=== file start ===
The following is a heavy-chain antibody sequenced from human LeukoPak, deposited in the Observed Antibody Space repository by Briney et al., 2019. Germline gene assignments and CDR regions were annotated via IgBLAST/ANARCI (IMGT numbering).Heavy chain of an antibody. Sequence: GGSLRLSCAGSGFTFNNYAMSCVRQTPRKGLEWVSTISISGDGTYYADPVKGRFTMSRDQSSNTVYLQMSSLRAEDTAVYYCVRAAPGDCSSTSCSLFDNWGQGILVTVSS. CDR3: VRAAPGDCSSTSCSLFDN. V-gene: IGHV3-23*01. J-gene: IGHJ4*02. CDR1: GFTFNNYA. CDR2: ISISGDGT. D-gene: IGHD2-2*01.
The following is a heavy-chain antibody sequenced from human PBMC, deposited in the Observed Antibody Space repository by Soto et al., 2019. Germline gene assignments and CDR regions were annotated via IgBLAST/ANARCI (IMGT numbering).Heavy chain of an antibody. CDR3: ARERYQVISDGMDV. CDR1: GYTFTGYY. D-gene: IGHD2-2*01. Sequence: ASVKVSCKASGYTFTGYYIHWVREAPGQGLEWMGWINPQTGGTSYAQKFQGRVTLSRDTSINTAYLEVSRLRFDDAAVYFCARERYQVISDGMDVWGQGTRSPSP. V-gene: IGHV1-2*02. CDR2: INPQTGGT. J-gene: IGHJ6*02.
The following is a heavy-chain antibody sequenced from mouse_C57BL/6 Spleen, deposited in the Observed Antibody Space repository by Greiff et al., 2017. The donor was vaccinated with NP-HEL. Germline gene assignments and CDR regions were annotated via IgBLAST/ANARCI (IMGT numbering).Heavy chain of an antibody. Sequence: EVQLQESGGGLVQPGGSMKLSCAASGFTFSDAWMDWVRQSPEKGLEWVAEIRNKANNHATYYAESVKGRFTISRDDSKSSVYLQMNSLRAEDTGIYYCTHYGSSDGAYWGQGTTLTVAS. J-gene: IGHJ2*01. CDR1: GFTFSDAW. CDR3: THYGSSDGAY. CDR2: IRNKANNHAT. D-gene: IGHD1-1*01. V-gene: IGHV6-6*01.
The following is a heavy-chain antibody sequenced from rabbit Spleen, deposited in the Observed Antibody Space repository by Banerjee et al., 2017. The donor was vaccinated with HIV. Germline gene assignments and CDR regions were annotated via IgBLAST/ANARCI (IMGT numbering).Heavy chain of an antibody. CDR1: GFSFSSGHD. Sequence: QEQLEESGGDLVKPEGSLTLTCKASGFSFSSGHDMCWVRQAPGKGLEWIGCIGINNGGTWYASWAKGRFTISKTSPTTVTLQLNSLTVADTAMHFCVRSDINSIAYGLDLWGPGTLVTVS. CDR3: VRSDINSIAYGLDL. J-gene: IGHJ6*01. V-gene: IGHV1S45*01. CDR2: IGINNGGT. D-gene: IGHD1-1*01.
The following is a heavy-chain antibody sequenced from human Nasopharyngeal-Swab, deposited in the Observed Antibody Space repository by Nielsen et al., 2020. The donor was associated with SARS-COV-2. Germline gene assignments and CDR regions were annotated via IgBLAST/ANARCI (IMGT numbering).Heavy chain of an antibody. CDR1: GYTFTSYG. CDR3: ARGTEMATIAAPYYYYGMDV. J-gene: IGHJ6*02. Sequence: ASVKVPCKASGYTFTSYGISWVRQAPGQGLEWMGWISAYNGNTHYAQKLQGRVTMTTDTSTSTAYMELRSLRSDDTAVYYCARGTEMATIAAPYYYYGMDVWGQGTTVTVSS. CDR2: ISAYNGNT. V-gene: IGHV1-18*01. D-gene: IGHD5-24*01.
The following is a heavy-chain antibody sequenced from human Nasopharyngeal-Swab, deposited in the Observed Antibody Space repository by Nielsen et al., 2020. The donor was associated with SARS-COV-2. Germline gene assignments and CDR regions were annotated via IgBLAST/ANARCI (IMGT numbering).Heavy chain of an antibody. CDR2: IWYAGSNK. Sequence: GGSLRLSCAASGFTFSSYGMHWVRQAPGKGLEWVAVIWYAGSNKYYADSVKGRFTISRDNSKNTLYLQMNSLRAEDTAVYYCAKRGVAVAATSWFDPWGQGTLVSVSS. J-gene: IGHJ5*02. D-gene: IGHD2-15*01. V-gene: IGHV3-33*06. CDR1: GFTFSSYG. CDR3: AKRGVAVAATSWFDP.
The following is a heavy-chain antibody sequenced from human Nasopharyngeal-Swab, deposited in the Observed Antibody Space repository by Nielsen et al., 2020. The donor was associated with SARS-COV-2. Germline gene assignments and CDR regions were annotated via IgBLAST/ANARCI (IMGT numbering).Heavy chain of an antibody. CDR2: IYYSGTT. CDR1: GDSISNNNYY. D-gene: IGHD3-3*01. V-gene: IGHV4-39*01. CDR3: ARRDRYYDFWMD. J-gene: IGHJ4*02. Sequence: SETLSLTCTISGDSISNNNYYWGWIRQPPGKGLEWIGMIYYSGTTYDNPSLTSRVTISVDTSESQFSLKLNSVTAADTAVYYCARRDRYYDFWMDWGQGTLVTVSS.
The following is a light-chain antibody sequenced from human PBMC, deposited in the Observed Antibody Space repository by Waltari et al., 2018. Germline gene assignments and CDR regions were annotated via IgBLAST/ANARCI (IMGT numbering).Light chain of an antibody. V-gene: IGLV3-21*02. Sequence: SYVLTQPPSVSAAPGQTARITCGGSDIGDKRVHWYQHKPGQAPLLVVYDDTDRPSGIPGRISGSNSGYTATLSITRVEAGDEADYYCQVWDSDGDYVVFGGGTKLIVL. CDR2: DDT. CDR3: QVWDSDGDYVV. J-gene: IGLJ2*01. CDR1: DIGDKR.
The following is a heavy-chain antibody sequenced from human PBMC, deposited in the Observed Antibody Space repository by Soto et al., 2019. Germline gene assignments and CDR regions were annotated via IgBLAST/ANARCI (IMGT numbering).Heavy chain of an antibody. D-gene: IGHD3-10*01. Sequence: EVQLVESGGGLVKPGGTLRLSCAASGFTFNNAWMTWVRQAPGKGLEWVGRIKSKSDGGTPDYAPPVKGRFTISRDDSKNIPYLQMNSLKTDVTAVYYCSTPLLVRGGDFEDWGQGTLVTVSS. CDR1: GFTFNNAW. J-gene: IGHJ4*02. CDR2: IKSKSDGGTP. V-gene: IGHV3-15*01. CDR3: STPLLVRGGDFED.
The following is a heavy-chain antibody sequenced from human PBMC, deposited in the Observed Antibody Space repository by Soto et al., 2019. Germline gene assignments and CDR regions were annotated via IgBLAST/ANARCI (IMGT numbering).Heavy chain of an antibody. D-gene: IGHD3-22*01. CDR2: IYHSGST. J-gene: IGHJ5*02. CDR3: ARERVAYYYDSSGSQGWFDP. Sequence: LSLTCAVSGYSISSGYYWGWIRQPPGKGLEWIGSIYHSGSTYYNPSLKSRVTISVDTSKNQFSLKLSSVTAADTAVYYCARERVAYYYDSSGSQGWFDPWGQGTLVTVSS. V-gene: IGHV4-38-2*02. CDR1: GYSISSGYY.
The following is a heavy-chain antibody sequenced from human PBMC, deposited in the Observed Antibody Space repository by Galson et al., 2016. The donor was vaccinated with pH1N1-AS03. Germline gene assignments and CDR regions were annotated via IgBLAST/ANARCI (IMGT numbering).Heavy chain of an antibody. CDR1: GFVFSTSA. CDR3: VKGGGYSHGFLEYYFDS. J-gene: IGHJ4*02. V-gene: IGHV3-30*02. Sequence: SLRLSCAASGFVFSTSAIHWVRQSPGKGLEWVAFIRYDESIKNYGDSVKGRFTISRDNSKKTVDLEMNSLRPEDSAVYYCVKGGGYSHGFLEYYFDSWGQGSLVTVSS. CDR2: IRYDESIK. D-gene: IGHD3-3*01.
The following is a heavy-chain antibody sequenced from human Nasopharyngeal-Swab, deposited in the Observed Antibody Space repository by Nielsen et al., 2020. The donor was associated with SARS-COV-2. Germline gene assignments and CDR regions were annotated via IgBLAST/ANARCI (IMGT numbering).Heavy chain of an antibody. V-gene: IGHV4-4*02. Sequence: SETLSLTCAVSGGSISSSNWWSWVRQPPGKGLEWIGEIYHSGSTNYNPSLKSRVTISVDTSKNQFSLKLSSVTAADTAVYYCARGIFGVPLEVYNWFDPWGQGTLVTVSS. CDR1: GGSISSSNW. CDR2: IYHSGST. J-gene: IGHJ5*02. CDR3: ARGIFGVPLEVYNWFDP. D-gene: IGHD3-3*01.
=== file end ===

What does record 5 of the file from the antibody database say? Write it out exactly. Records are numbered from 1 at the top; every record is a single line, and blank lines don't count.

The following is a heavy-chain antibody sequenced from human Nasopharyngeal-Swab, deposited in the Observed Antibody Space repository by Nielsen et al., 2020. The donor was associated with SARS-COV-2. Germline gene assignments and CDR regions were annotated via IgBLAST/ANARCI (IMGT numbering).Heavy chain of an antibody. CDR1: GYTFTSYG. CDR3: ARGTEMATIAAPYYYYGMDV. J-gene: IGHJ6*02. Sequence: ASVKVPCKASGYTFTSYGISWVRQAPGQGLEWMGWISAYNGNTHYAQKLQGRVTMTTDTSTSTAYMELRSLRSDDTAVYYCARGTEMATIAAPYYYYGMDVWGQGTTVTVSS. CDR2: ISAYNGNT. V-gene: IGHV1-18*01. D-gene: IGHD5-24*01.